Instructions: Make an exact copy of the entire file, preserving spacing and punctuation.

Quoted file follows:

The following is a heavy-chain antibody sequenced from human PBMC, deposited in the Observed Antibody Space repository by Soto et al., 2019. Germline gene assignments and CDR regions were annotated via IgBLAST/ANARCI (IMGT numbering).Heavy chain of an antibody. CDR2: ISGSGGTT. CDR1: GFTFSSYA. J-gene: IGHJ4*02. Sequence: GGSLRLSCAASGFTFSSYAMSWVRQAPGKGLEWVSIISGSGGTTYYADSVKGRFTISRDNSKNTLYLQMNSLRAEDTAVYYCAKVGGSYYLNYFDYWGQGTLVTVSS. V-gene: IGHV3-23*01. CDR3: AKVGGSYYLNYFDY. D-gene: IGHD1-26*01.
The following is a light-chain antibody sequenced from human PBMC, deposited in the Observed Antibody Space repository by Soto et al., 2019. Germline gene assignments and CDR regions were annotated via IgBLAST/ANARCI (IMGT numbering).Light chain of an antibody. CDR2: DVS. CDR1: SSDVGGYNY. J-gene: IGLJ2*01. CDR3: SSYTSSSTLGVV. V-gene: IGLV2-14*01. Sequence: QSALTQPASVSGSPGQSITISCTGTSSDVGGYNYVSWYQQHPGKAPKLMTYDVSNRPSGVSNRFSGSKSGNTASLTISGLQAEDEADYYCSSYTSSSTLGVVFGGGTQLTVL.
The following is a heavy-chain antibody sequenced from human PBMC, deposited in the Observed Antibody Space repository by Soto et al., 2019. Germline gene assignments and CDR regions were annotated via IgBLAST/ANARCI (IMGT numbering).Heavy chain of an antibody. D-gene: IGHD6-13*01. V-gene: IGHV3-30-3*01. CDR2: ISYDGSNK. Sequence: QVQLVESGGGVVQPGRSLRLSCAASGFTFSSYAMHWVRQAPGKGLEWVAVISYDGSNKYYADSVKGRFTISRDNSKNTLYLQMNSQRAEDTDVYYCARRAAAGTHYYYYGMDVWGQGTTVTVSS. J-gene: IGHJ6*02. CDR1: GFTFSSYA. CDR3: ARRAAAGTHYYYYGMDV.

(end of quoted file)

The following is a heavy-chain antibody sequenced from human PBMC, deposited in the Observed Antibody Space repository by Soto et al., 2019. Germline gene assignments and CDR regions were annotated via IgBLAST/ANARCI (IMGT numbering).Heavy chain of an antibody. CDR2: ISGSGGTT. CDR1: GFTFSSYA. J-gene: IGHJ4*02. Sequence: GGSLRLSCAASGFTFSSYAMSWVRQAPGKGLEWVSIISGSGGTTYYADSVKGRFTISRDNSKNTLYLQMNSLRAEDTAVYYCAKVGGSYYLNYFDYWGQGTLVTVSS. V-gene: IGHV3-23*01. CDR3: AKVGGSYYLNYFDY. D-gene: IGHD1-26*01.
The following is a light-chain antibody sequenced from human PBMC, deposited in the Observed Antibody Space repository by Soto et al., 2019. Germline gene assignments and CDR regions were annotated via IgBLAST/ANARCI (IMGT numbering).Light chain of an antibody. CDR2: DVS. CDR1: SSDVGGYNY. J-gene: IGLJ2*01. CDR3: SSYTSSSTLGVV. V-gene: IGLV2-14*01. Sequence: QSALTQPASVSGSPGQSITISCTGTSSDVGGYNYVSWYQQHPGKAPKLMTYDVSNRPSGVSNRFSGSKSGNTASLTISGLQAEDEADYYCSSYTSSSTLGVVFGGGTQLTVL.
The following is a heavy-chain antibody sequenced from human PBMC, deposited in the Observed Antibody Space repository by Soto et al., 2019. Germline gene assignments and CDR regions were annotated via IgBLAST/ANARCI (IMGT numbering).Heavy chain of an antibody. D-gene: IGHD6-13*01. V-gene: IGHV3-30-3*01. CDR2: ISYDGSNK. Sequence: QVQLVESGGGVVQPGRSLRLSCAASGFTFSSYAMHWVRQAPGKGLEWVAVISYDGSNKYYADSVKGRFTISRDNSKNTLYLQMNSQRAEDTDVYYCARRAAAGTHYYYYGMDVWGQGTTVTVSS. J-gene: IGHJ6*02. CDR1: GFTFSSYA. CDR3: ARRAAAGTHYYYYGMDV.